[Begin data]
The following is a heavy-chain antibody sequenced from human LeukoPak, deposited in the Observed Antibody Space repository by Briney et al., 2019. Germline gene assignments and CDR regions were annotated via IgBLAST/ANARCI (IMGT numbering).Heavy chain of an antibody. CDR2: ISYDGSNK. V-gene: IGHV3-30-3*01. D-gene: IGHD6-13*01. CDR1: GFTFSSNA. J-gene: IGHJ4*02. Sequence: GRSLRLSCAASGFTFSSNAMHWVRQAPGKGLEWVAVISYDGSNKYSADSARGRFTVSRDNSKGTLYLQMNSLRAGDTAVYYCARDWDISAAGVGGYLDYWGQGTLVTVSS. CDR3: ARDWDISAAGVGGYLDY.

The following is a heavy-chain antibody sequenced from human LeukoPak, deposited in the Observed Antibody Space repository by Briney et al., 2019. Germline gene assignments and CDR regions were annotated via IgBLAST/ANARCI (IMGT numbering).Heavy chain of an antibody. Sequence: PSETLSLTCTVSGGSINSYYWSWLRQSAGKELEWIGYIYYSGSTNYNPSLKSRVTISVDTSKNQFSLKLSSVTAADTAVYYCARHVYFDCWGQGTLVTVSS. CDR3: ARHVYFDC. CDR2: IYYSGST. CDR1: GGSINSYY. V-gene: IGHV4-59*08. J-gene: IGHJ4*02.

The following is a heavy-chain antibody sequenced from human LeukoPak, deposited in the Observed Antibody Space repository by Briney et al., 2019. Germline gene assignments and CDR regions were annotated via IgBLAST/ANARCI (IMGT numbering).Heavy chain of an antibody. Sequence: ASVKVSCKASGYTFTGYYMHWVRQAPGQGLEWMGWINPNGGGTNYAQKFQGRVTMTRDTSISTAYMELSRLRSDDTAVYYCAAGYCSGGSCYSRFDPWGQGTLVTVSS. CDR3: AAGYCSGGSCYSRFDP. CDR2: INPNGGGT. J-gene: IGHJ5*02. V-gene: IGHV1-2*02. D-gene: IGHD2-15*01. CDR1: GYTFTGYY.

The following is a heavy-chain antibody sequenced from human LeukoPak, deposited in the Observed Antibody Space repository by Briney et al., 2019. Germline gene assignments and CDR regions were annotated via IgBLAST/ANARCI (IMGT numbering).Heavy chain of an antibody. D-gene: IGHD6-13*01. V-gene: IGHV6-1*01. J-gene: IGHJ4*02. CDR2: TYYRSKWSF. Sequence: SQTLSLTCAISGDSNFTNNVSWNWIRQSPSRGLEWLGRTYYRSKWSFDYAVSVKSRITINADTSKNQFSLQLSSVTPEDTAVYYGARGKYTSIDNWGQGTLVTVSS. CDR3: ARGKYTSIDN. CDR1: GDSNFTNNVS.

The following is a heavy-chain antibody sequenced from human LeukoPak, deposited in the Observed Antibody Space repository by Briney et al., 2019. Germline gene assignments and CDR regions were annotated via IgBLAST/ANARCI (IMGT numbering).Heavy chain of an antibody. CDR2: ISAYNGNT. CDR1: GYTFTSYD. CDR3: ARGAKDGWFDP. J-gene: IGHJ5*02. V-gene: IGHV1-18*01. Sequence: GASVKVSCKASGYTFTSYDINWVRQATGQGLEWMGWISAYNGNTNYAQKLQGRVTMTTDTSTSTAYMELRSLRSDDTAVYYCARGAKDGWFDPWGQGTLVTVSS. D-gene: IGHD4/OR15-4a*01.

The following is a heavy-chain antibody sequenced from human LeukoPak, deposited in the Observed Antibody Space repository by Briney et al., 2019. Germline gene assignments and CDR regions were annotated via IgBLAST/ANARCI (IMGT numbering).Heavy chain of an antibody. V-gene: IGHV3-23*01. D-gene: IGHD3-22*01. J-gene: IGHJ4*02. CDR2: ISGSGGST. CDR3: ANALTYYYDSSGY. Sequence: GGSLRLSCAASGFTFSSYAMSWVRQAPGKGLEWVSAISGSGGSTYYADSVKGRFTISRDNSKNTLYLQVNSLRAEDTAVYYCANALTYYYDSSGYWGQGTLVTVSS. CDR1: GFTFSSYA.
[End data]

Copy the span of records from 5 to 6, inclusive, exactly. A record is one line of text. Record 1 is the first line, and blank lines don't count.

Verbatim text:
The following is a heavy-chain antibody sequenced from human LeukoPak, deposited in the Observed Antibody Space repository by Briney et al., 2019. Germline gene assignments and CDR regions were annotated via IgBLAST/ANARCI (IMGT numbering).Heavy chain of an antibody. CDR2: ISAYNGNT. CDR1: GYTFTSYD. CDR3: ARGAKDGWFDP. J-gene: IGHJ5*02. V-gene: IGHV1-18*01. Sequence: GASVKVSCKASGYTFTSYDINWVRQATGQGLEWMGWISAYNGNTNYAQKLQGRVTMTTDTSTSTAYMELRSLRSDDTAVYYCARGAKDGWFDPWGQGTLVTVSS. D-gene: IGHD4/OR15-4a*01.

The following is a heavy-chain antibody sequenced from human LeukoPak, deposited in the Observed Antibody Space repository by Briney et al., 2019. Germline gene assignments and CDR regions were annotated via IgBLAST/ANARCI (IMGT numbering).Heavy chain of an antibody. V-gene: IGHV3-23*01. D-gene: IGHD3-22*01. J-gene: IGHJ4*02. CDR2: ISGSGGST. CDR3: ANALTYYYDSSGY. Sequence: GGSLRLSCAASGFTFSSYAMSWVRQAPGKGLEWVSAISGSGGSTYYADSVKGRFTISRDNSKNTLYLQVNSLRAEDTAVYYCANALTYYYDSSGYWGQGTLVTVSS. CDR1: GFTFSSYA.